Some panel members say Arizona’s income tax system is fine after all

Ben Giles//October 28, 2013

Some panel members say Arizona’s income tax system is fine after all

Ben Giles//October 28, 2013

PauseMembers of a panel tasked with studying Arizona’s personal income tax system said that while flattening or doing away with the income tax may be a popular talking point, the state’s current system is reasonably fair and may not need a major overhaul.

The Joint Task Force on Income Tax Reform ended its Oct. 17 meeting much the same way it has several other gatherings in the past months, pondering what exactly the panel wants to recommend to the Legislature as far as altering Arizona’s income tax rates.

Rep. J.D. Mesnard, who organized the task force, hasn’t pulled any punches, arguing that he’s in favor of a single rate system that, he said, would provide a fairer approach to taxpayers overall.  Arizona currently employs a five-rate system broken into tiers based on an individual or household’s income.

In previous weeks, other members of the task force have pushed for an elimination of the income tax entirely. Goldwater Institute Economist Stephen Slivinski argued in September that the personal income tax is one of the most volatile of taxes collected by the state, and is a damper on Arizona’s economic development.

Much of each week’s discussion has been spent on philosophical debates about which tax system is best for Arizona taxpayers and the economy. But some economists and small business leaders on the panel arrived at a consensus last week that changes to the current system may not be required at all.

“I spend a great deal of time in the trenches, and there are certain states and many federal provisions that simply stated, are obnoxious,” said Peggy Ullmann, an accountant and expert on local and national accounting policy. “And you know, I don’t feel that way about Arizona’s taxing system. It’s reasonably logical, it is not obnoxious, so I applaud us on that front.”

As the saying goes, if it ain’t broke, don’t fix it.

“The worst thing that we would want to do is change tax policy and not identify that something is broken and something is really needed,” said economist Jim Rounds.

Mesnard, R-Chandler, has repeatedly told the panel he never assumed things were broken — only that “things can be better.”

So far the task force has identified some minor tweaks that can be made to the tax code, discrepancies between the state and federal income tax system that, if ironed out from the state’s side, could at least clean up Arizona statutes, Mesnard said.

But on the larger topic of major overhauls to the tax code, the task force still has work to do, he admitted.

“I do want to get to a point where we can make recommendations, and I would prefer they be as specific as possible, because the less specific they are the more bogged down they’ll get in the legislative process,” Mesnard said.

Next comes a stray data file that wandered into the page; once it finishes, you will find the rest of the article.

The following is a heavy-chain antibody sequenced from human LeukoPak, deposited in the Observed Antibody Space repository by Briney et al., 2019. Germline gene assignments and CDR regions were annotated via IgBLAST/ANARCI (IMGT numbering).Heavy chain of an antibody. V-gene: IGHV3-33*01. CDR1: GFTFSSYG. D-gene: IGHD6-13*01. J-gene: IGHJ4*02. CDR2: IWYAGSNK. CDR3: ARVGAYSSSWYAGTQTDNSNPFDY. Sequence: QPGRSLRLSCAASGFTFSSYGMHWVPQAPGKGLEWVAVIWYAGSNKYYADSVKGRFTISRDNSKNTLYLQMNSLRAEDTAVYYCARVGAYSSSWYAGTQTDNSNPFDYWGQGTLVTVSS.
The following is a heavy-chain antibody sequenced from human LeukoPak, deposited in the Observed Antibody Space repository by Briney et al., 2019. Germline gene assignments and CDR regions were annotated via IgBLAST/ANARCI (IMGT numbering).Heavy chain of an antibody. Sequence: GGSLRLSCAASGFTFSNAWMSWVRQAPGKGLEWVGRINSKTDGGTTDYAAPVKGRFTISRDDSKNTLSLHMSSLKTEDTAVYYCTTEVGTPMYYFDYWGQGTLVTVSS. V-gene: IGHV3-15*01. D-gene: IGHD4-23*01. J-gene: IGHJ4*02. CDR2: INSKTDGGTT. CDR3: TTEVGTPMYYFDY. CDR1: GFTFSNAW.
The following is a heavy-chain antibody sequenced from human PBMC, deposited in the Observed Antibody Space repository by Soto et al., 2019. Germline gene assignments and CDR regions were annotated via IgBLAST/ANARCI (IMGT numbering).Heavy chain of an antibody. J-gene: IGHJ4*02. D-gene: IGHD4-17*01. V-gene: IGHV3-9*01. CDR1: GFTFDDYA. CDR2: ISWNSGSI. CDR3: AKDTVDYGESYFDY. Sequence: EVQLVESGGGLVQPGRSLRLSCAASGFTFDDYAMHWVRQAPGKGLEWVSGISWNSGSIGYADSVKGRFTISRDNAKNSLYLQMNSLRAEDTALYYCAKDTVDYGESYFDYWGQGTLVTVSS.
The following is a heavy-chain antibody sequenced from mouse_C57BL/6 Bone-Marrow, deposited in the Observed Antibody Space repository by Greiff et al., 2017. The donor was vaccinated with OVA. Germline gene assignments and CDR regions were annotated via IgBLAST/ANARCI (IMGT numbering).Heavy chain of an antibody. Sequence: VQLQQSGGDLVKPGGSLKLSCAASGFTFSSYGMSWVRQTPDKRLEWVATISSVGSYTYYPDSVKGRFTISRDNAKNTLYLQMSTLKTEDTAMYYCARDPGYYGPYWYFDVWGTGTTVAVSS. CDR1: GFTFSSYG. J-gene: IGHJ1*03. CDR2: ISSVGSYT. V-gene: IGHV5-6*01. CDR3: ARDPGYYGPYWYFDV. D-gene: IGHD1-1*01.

Mesnard called the task force together to avoid just that — the legislative death of a bill to alter the state’s income tax, as has been the case several times over the years.

Most recently, a 2011 effort by then-Rep. Steve Court to create a pure flat tax for all income levels passed the House but was pulled back in the Senate once lawmakers, trade associations and taxpayers began to understand the bill’s impact.

While millionaires were the greatest beneficiary of Court’s proposal, the income tax liability for Arizonans earning less than $100,000 annually would have doubled and in some cases quadrupled, according to the fiscal note.

“Once lawmakers started to get a sense of what was going on, people were jumping out windows,” said Kevin McCarthy, president of the Arizona Tax Research Association.

Various projections of flatter tax rates provided to the task force in recent weeks have shown similar effects and highlight the difficulty of making changes to the tax code when there’s potential for a disastrous impact on taxpayers who currently fall in the lower or middle tax brackets.

What’s emerged from the meetings is a picture of a dysfunctional federal income tax system and a comparatively clean state tax code. Most of the small business community’s complaints are with the federal income taxes they must pay, not with Arizona’s taxes, said Aimee Rigler, executive director of the Arizona Small Business Alliance.

A flat state income tax would only have a marginal benefit to small businesses, she said.

“The most pressing issues that we hear are not on the individual income tax side, they’re on the regulatory side and on the compliance side,” Rigler said.

The lack of a problem makes it harder to get to the conservative economist’s ideal of a flat income tax, as does the problem of replacing any lost revenue to the state — particularly if lawmakers tried to do away with the state’s income tax entirely.

“Then you face the sticky question of doing away with that revenue, and we’re not going to take a $3 billion or $4 billion hit to our bottom line,” said Farrell Quinlan, Arizona state director for the National Federation of Independent Business.

Someone’s taxes would have to be raised, Quinlan said. That won’t be popular in the Republican-dominated Arizona Legislature.

But at least by meeting now, rather than waiting to begin discussions about the income tax until the 2014 session, the panel can tackle those issues well in advance, McCarthy said.

“There’s always interest in personal income tax. Rarely does someone run for office and talk about wanting to shift the property tax… they love to talk about personal income taxes,” McCarthy said. “Whether this goes anywhere or not, this kind of work does make sense, to at least try and understand how the moving parts work.”